Growth

An international student’s choice to study in the United States

I laid beside my grandpa after eating one afternoon. The sun shined warmly through the window.


I grabbed my grandpa’s hand and put my head on his shoulder.


“Grandpa, why did my mom become a teacher? I want to listen to stories about my mom’s childhood.”


“Your mom?” he said. “OK, let me think. She likes singing, and her voice is sweet and special. You know in high school, she always skipped class and found a private space to practice singing. After graduating high school, she passed the music school test and told me this is her personal choice for life. She wanted to become a music teacher.”


My grandpa stroked my head.


 “Guai guai [baby], why do you choose to go to an American university?”


I sat up and gripped my grandpa’s hand. I didn’t answer at that moment.

   

This choice changed my family and my future.

My parents had saved money to help me start a business someday. But I spent that money on studying abroad and gave up a relatively comfortable and relaxed life. 


Why did I choose this? Was it worth it?


Since my grandpa asked this question, I found some answers. 


In China, except for my grades, my parents helped me when I was in trouble. Studying in America has pushed me to develop life skills on my own.


But it didn’t happen all at once. When I came to America, I always forgot to watch the weather forecast, because at home my mom would watch it and help me pick out clothes. So, in the first semester, forgetting to take an umbrella and not wearing warm-enough clothes happened to me many times.


I still remember the first day of classes. The American Culture and English (ACE) Program is a set of three classes that international students must take. Once students successfully complete the program, they are fully admitted into Miami University. On the first day of ACE classes, I woke up late and ran to Bachelor Hall. When I ran outside the dorm, I found it was raining heavily. But I didn’t have time to go back to the dorm to take an umbrella. 


I held a bag on my head and ran fast and did not notice the road. I fell down the stairs, and blood ran down my knee and stained my pants red. 


I sat on the ground and put my head on my leg. My knee hurt. I was afraid in this new country. I missed my mother. It all weighed on my heart. The rain fell, tears dropped from my eyes, and I wished for a warm hug.

But I knew I needed to get up by myself.


Before I came to the United States, I tried to find hints of American culture in research. I was surprised when the American books and movies I had watched to prepare for studying abroad did not match my experience in the United States. 

Critical thinking is the first thing that surprised me. Some books said American education pays more attention to cultivating children’s critical thinking. But I was still confused. What teacher’s reaction can cultivate children’s critical thinking? How did people show they were critical thinkers?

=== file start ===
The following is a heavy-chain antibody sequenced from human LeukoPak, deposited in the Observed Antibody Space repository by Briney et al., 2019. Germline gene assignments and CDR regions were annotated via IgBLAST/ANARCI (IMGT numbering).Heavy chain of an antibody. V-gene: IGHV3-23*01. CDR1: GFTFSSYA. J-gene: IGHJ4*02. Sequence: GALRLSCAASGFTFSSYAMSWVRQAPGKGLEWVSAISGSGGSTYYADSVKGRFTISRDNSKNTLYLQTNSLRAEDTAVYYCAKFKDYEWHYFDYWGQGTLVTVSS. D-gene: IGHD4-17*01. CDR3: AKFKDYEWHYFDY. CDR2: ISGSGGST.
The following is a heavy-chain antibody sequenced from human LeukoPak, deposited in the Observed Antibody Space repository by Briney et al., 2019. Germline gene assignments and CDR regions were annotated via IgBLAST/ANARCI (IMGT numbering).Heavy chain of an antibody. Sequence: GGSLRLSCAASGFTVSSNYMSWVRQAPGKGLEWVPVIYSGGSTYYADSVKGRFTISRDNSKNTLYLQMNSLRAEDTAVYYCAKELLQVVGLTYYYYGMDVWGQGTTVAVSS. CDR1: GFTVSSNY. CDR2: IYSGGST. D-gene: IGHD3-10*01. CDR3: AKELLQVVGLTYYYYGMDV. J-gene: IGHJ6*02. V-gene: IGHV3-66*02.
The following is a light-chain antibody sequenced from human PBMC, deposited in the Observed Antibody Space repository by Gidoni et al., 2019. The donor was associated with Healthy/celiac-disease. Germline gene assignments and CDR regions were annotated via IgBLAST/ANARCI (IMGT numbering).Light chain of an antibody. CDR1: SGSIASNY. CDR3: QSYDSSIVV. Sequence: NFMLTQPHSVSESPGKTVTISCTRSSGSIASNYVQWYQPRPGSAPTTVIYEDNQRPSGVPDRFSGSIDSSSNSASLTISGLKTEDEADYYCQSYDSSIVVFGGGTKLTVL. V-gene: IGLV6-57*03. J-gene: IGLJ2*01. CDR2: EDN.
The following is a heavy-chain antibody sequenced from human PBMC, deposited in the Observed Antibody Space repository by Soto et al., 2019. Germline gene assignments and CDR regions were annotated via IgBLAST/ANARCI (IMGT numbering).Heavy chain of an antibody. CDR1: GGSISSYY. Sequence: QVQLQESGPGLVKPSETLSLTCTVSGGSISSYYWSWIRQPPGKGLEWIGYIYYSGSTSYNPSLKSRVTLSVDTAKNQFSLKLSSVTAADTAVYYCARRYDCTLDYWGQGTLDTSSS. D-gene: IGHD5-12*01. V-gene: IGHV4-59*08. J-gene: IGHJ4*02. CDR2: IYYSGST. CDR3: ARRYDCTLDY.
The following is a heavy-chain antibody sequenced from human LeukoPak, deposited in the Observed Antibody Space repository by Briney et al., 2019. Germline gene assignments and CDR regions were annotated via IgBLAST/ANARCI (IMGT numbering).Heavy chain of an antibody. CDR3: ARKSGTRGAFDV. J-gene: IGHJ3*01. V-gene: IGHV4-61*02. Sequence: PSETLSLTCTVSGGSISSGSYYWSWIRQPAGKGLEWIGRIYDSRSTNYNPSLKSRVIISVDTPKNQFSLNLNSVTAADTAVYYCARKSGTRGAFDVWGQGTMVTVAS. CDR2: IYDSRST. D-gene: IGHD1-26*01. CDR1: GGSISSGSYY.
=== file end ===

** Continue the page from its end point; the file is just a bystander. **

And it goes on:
I didn’t understand until one day in my Introduction to Education course. The professor said that a financial support program is beneficial for the American education system and a girl put up her hand.


“I disagree with you,” the student said. “I think it is incorrect.” 

I gasped. What? Disagreeing with the professor directly in front of the class?

I felt embarrassed, thinking the professor would be mad at this girl. In my country, the girl’s question would be considered rude and disrespectful to the professor. I had never seen this happen in China.


I looked up hesitantly at the professor, who was not as surprised as me. 


“Why do you think this?” the professor said. “Give me some reasons.”


Seriously? I was surprised by my professor’s reaction. But that moment was when I actually understood what critical thinking was and how American education cultivated it. During the last two years, I experienced culture’s collision and fusion. I experienced different education methods. I learned broad knowledge and broke my inherent thinking.


In China, some traditional parents tell their children how to live their lives.


Take classes. Get good grades. Find stable work. Get married, have children and focus on family. What a boring life!


In America, I saw a mother go to college. I saw a student drop out of their university to become a fireman. I didn’t read or hear about these people. I met them and watched them pursue their own dreams in different ways.


In America, I met people from France, Nepal, Vietnam and Korea. They had different backgrounds, experienced different education levels, pursued different lifestyles. They encouraged me to challenge and break away from what my parents expected for my life.

If anyone, even my parents, doubt my lifestyle, I will be brave. I will say, “Why can't I? This is my life!”

Studying abroad has helped me master another language to become competitive in my country’s job market. After graduating, I can get more opportunities to find a good job.


But was it worth coming to America? I can’t answer this right now because I’m not finished with my time here. I have returned home to take classes online because of coronavirus. During this process, I have faced new challenges. The worries about whether I can graduate on time, the huge different patterns for class, the big challenge for balancing the different time zones. 


In the past, I wanted to apply to a post-graduate school in America, but now I have to change my future plan. I might instead apply for a master's degree in another country or go back to China to find a job. Who knows? I don’t mind if my future is uncertain. Maybe when I graduate from the university and look back on my four years, the answer will occur to me.


But I can answer my grandpa’s question. 


I want to grow up and find out how good I am.

Alone

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